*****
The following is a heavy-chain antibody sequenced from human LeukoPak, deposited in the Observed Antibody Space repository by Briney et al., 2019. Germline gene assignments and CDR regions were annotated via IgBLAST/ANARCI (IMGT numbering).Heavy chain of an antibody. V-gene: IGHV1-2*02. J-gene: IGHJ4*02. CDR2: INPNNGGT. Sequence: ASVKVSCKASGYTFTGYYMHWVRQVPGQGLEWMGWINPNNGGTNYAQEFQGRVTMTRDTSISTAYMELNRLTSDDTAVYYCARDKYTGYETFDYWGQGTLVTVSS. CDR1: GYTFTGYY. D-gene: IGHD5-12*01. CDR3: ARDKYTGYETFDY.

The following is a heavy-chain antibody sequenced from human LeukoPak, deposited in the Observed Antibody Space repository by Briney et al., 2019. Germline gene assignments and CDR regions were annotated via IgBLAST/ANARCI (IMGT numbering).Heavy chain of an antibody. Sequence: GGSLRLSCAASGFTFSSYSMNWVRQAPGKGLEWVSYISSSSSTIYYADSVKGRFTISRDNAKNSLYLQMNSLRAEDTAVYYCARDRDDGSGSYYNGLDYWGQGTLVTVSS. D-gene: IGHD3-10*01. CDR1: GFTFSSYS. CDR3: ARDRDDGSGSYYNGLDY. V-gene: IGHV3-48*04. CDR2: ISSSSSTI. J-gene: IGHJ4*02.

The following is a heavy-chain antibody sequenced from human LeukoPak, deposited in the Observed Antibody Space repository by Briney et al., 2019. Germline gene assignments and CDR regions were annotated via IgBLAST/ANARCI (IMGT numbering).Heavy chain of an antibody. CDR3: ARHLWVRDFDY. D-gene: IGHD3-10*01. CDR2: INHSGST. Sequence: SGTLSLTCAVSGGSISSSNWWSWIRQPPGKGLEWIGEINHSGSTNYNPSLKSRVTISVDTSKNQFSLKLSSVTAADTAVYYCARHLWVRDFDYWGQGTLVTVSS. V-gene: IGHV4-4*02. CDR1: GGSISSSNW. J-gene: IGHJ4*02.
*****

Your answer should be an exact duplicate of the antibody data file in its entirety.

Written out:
The following is a heavy-chain antibody sequenced from human LeukoPak, deposited in the Observed Antibody Space repository by Briney et al., 2019. Germline gene assignments and CDR regions were annotated via IgBLAST/ANARCI (IMGT numbering).Heavy chain of an antibody. V-gene: IGHV1-2*02. J-gene: IGHJ4*02. CDR2: INPNNGGT. Sequence: ASVKVSCKASGYTFTGYYMHWVRQVPGQGLEWMGWINPNNGGTNYAQEFQGRVTMTRDTSISTAYMELNRLTSDDTAVYYCARDKYTGYETFDYWGQGTLVTVSS. CDR1: GYTFTGYY. D-gene: IGHD5-12*01. CDR3: ARDKYTGYETFDY.

The following is a heavy-chain antibody sequenced from human LeukoPak, deposited in the Observed Antibody Space repository by Briney et al., 2019. Germline gene assignments and CDR regions were annotated via IgBLAST/ANARCI (IMGT numbering).Heavy chain of an antibody. Sequence: GGSLRLSCAASGFTFSSYSMNWVRQAPGKGLEWVSYISSSSSTIYYADSVKGRFTISRDNAKNSLYLQMNSLRAEDTAVYYCARDRDDGSGSYYNGLDYWGQGTLVTVSS. D-gene: IGHD3-10*01. CDR1: GFTFSSYS. CDR3: ARDRDDGSGSYYNGLDY. V-gene: IGHV3-48*04. CDR2: ISSSSSTI. J-gene: IGHJ4*02.

The following is a heavy-chain antibody sequenced from human LeukoPak, deposited in the Observed Antibody Space repository by Briney et al., 2019. Germline gene assignments and CDR regions were annotated via IgBLAST/ANARCI (IMGT numbering).Heavy chain of an antibody. CDR3: ARHLWVRDFDY. D-gene: IGHD3-10*01. CDR2: INHSGST. Sequence: SGTLSLTCAVSGGSISSSNWWSWIRQPPGKGLEWIGEINHSGSTNYNPSLKSRVTISVDTSKNQFSLKLSSVTAADTAVYYCARHLWVRDFDYWGQGTLVTVSS. V-gene: IGHV4-4*02. CDR1: GGSISSSNW. J-gene: IGHJ4*02.